How to Make Time for “Big Picture” Thinking
When Your Day is Full of Fires
You start your workday with the very best intentions. You’re finally going to make some progress on that major project that keeps getting pushed to the back burner. You sit down at your computer, roll up your sleeves, and are ready to get to work. Suddenly, a request from a colleague arrives in your inbox. You figure you should take care of that before moving on to anything else.
As soon as that’s done, your phone rings. A client needs help with something—which you know you can’t just ignore. With that out of the way, you attempt to zone in again. Right at that moment, a co-worker stops by your desk and wants to talk through a problem that he’s facing—he’s hoping bouncing around some ideas will help.
Before you know it, you’ve arrived at the end of your workday, and that major project, big-picture planning, or strategic thinking you had planned to fill your day with remains totally untouched. Sound familiar? It’s a relatable issue for many. Surprises, emergencies, and distractions have a way of cropping up and pulling you away from the things you had intended to work on. Sometimes, it’s totally unavoidable—these things happen.
But, here’s the bad news: Continuing to fall into the trap of devoting your attention to those smaller tasks and interruptions means that big-picture thinking will never actually get done. What can you do to combat a day spent on nothing but putting out fires? Here’s how you can make some space for those larger plans—even when your day is stuffed full with distractions.
When you feel like your attention is continuously ripped from the project at hand, it’s easy to turn around and point the finger at everybody else. Why do they keep distracting you? Don’t they know you’re trying to get important work done?
However, it’s important to realize how you might be contributing to your own problem. We all do it. We know that big-picture thinking and planning is crucial, but it’s also typically much more difficult than crossing off those smaller tasks and to-dos. It requires more intensive thought—which can be intimidating.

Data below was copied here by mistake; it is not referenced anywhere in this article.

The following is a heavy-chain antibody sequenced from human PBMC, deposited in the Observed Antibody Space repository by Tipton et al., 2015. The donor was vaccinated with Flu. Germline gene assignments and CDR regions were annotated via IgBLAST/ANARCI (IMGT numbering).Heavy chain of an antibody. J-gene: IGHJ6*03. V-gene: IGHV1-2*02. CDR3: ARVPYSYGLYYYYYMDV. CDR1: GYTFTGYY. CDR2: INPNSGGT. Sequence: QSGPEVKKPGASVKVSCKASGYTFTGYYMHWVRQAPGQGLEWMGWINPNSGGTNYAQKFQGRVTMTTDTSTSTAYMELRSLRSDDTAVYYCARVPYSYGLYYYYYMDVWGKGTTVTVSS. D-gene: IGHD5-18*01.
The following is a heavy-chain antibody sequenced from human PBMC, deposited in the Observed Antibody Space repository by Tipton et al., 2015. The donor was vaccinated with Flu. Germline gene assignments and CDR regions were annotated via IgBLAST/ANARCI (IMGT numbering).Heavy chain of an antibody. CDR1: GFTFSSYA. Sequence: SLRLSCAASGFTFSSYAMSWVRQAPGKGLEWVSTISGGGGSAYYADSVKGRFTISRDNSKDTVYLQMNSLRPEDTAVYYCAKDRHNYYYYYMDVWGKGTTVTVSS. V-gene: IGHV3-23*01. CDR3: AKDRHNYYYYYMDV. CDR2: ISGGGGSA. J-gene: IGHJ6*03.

With that in mind, a study conducted by Yale University concluded that our brain uses those menial tasks to simulate real work. Put simply, cleaning out your inbox or meeting with a colleague makes you feel as if you’re being productive—even if you aren’t actually making any progress on the things you had set out to accomplish that day.
So, before you place the blame for your lack of focus on your clients and colleagues, take a minute to recognize how you might be self-sabotaging your own productivity.
Your co-worker sends you an email that looks something like this: “Can you take a look at the attached spreadsheet to ensure nothing looks off to you?”
You figure that—while it’s in front of you—you better at least get that done. So, you dedicate some time to work your way through it. There’s one important question you forgot to ask your colleague, though: When do you need this done?
In order to make time for big-picture thinking, you need to prioritize it. And, blindly working on tasks and assignments that find your way into your inbox—without ever asking follow-up questions that will help you determine where they should fall on your list—is a surefire way to continue cluttering your own day with irrelevant or non-urgent work.
If people don’t immediately assign a deadline when sending something over to you, don’t hesitate to ask. That information is important for determining how soon you actually need to tackle that supposed fire. For all you know, you might be qualifying different tasks and questions as emergencies—when they don’t actually need to be treated as such.
Sometimes, despite your best efforts, distractions continue to crop up and pull you away from the things you really need to be getting done. For this reason, it’s helpful to schedule some designated time each day, week, or month (whatever works best for you!) when you can sit somewhere quiet and focus on your real work—without interruptions continuously banging down your door.
The best strategy to ensure you actually get the time you need is to block it out on your calendar. That way, if your co-workers have access to your schedule, they’re unable to book any appointments for commitments at that time—and will also see that you’re hoping to go uninterrupted.
Worried about any emergencies that could arise while you’re unplugged and zoned in? If possible, it can be helpful to identify someone who could serve as your backup during that time. Whether it’s a direct report or someone else in your department who’s equally in the loop, see if he or she would be willing to cover for you while you take some time for your larger projects.
Of course, return the favor for him or her on a regular basis, and you’ll establish a mutually beneficial working relationship that allows you both some much-needed time to get your important work done.
Will implementing these strategies ensure that you never need to put out a fire or deal with a workplace emergency? Definitely not. Unfortunately, those things will still happen every now and then.
However, these tips and tactics can help to limit your distractions and give you at least a little more time for the important planning and bigger projects that are just as crucial in your role.
Give them a try, and you’re sure to notice a difference in your workday!